Who Was Worse?
Joseph believes the treatment by his college and society at large was worse than the punishment meted out by the fundamentalists.
The college refused to take him back despite his acquittal in the case related to causing communal hatred. In letters circulated among 120 churches in the area and readout at a Sunday mass soon after the attack, the clergy said the assault did not absolve Joseph from the “mistakes” he had committed, such as insulting a religion. His litigation against the college, to get re-employed, went on for years without reaching any resolution and severely dented his savings. His wife, Salomy, sank into depression. She ended her life in their house in March 2014, a week before Joseph was officially due to retire. The suicide caused widespread anger against the college, and he was allowed to return to work for just one day, the final day of retirement.
“Too little, too late,” says Joseph.
How does one recover a sense of freedom after such grievous loss?
Things have improved since the time Joseph could barely sit up on his bed. He drives his car and works on his autobiography, using the reattached right hand. Things have improved monetarily: He can pay for his son’s education, renovate the house, consider his daughter’s marriage.
“But I cannot return to my children their mother,” he says.
He was still in hospital when he pardoned those who assaulted him, he says. That feeling of forgiveness strengthened when he saw the crying families they left behind as they walked to prison.
“They were just tools, brainwashed souls, acting at the behest of some manipulator of their religion,” says Joseph. “I can’t blame them, just as I can’t blame the axe that hit me.”
Unlike Joseph, society in Kerala has not forgiven the hardliners. After his hand was chopped off, and his wife committed suicide, there was a great deal of anger and contempt for religious fundamentalism. His story is now seen as a defining moment in Kerala’s tryst with extremism and free speech. Every time there is a case of censorship in the state, his is one of the first names to come up.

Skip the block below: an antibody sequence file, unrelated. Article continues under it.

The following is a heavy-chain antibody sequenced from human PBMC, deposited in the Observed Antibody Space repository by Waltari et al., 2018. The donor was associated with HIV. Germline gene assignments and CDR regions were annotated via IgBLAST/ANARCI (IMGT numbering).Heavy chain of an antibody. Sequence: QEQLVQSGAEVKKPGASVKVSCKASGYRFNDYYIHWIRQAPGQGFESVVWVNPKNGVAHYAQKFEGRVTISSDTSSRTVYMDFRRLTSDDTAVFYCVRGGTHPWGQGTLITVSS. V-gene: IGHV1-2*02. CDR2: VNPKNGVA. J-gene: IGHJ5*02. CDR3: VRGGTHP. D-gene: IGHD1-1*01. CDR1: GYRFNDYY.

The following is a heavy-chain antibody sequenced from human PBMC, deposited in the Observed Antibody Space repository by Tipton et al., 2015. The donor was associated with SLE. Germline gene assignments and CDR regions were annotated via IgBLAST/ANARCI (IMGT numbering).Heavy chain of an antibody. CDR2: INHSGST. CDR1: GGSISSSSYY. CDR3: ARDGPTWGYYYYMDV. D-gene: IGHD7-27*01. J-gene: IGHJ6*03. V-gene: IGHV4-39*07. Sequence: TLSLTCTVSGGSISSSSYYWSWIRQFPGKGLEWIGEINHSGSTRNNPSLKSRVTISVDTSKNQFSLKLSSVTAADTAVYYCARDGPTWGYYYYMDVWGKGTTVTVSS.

Like last month. An unsigned letter landed up in the mailbox of noted Malayalam writer K.P. Ramanunni, threatening to chop off his hand for insulting Islam. Fellow writers related it to what happened to Joseph, and the government immediately ordered a police investigation and issued a public statement in support of the writer.
Joseph’s worry is that his story will be used in the future when miscreants try and stoke communal tensions or stereotype the Muslims of Kerala. “It was a coincidence that I was at the crossroads with extremists in Islam. Censorship in India has no religion.”
He says he doesn’t have regrets. But if given a chance to do it again, would he change the name Muhammad to something else?
“Yes,” he says, “Perhaps I’d change it to Joseph.”
Attacking Free Thought
Hansda Sowvendra Shekhar: Sahitya Akademi Award-winning writer, was suspended from his day job as a government medical officer in Jharkhand this month, and his 2015 collection of short stories, The Adivasi Will Not Dance, banned in the state earlier this month. This follows objections to the book by some tribal groups, who claimed it portrayed Santhali women in a bad light. But the government has said he has been suspended for not taking permission to write the book.
M.M. Kalburgi: He was shot dead at his home in Dharwad in 2015. A renowned scholar, Sahitya Akademi Award winner and former vice-chancellor of Karnatak University, his remarks on idol worship had drawn the ire of Hindu right-wing outfits like Vishwa Hindu Parishad and Bajrang Dal. Kalburgi’s death, coming after the murders of rationalists Narendra Dabholkar and Govind Pansare in Maharashtra, got national attention. More than two dozen writers returned their Sahitya Akademi awards, criticizing the Akademi’s silence over the murders.
Perumal Murugan: A Tamil novelist, declared his death as a writer in January 2015, after caste groups targeted him for his novel One Part Woman. Repeated protest marches were held, and copies of his books burnt. A year later, after the Madras high court ruled in his favour, the novelist returned from his self-imposed seclusion.
Kannada playwright and activist Yogesh Master was arrested in 2013 after Hindu groups accused him of besmirching the god Ganesha in his novel Dhundi. The novel fictionalized the appropriation of tribal gods into the Hindu pantheon of deities. A group of right-wing activists also smeared black ink on his face this year, and warned him against “vilifying” Hindu gods.
K.S. Bhagwan: Recipient of the honorary lifetime achievement award from the Karnataka Sahitya Akademi, was threatened in 1985 when he released his book Shankaracharya And Reactionary Philosophy, which argues that the philosopher and Hindu saint was an advocate of the caste system. Bhagwan, whose books examine Hinduism from a rationalist position, says right-wing activists call him up regularly to issue death threats. He lives under state security.
—Rahul Chandran contributed to this story.